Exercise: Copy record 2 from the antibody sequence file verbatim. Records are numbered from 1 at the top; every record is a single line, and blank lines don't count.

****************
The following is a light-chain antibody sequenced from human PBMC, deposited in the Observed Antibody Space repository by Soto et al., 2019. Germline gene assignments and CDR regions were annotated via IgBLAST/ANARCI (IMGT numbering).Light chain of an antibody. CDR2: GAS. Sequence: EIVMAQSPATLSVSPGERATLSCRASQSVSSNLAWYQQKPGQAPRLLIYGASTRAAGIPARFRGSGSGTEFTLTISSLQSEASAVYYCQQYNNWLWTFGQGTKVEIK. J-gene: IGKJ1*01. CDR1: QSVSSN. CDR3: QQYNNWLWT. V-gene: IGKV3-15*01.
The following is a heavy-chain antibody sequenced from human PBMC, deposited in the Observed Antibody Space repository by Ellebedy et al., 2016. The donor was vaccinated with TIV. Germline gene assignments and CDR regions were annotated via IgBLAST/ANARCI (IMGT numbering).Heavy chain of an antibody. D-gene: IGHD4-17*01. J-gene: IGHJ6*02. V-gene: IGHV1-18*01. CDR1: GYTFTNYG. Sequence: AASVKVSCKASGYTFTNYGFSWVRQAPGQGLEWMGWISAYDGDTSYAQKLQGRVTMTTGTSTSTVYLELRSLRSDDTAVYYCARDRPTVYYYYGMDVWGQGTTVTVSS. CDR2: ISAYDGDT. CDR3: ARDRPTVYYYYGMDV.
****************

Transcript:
The following is a heavy-chain antibody sequenced from human PBMC, deposited in the Observed Antibody Space repository by Ellebedy et al., 2016. The donor was vaccinated with TIV. Germline gene assignments and CDR regions were annotated via IgBLAST/ANARCI (IMGT numbering).Heavy chain of an antibody. D-gene: IGHD4-17*01. J-gene: IGHJ6*02. V-gene: IGHV1-18*01. CDR1: GYTFTNYG. Sequence: AASVKVSCKASGYTFTNYGFSWVRQAPGQGLEWMGWISAYDGDTSYAQKLQGRVTMTTGTSTSTVYLELRSLRSDDTAVYYCARDRPTVYYYYGMDVWGQGTTVTVSS. CDR2: ISAYDGDT. CDR3: ARDRPTVYYYYGMDV.